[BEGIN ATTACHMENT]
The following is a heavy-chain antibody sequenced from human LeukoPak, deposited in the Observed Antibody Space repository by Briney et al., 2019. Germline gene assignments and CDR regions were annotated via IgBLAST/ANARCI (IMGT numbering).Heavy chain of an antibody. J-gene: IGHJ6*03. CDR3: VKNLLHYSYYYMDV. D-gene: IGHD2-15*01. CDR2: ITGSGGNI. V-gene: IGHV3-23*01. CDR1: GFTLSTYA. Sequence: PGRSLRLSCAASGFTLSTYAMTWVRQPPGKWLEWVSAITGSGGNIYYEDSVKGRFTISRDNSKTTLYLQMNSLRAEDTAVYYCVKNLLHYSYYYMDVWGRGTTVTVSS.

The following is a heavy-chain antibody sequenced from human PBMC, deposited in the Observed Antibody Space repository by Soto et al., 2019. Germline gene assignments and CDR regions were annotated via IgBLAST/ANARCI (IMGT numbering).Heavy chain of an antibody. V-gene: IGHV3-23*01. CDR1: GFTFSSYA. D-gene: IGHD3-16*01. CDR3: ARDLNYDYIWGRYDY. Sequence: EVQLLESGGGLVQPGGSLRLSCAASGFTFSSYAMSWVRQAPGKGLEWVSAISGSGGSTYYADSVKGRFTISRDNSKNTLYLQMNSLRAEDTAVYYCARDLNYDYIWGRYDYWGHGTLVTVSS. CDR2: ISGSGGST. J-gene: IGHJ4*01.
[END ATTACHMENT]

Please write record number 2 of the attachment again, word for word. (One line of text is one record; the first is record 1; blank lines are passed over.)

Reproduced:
The following is a heavy-chain antibody sequenced from human PBMC, deposited in the Observed Antibody Space repository by Soto et al., 2019. Germline gene assignments and CDR regions were annotated via IgBLAST/ANARCI (IMGT numbering).Heavy chain of an antibody. V-gene: IGHV3-23*01. CDR1: GFTFSSYA. D-gene: IGHD3-16*01. CDR3: ARDLNYDYIWGRYDY. Sequence: EVQLLESGGGLVQPGGSLRLSCAASGFTFSSYAMSWVRQAPGKGLEWVSAISGSGGSTYYADSVKGRFTISRDNSKNTLYLQMNSLRAEDTAVYYCARDLNYDYIWGRYDYWGHGTLVTVSS. CDR2: ISGSGGST. J-gene: IGHJ4*01.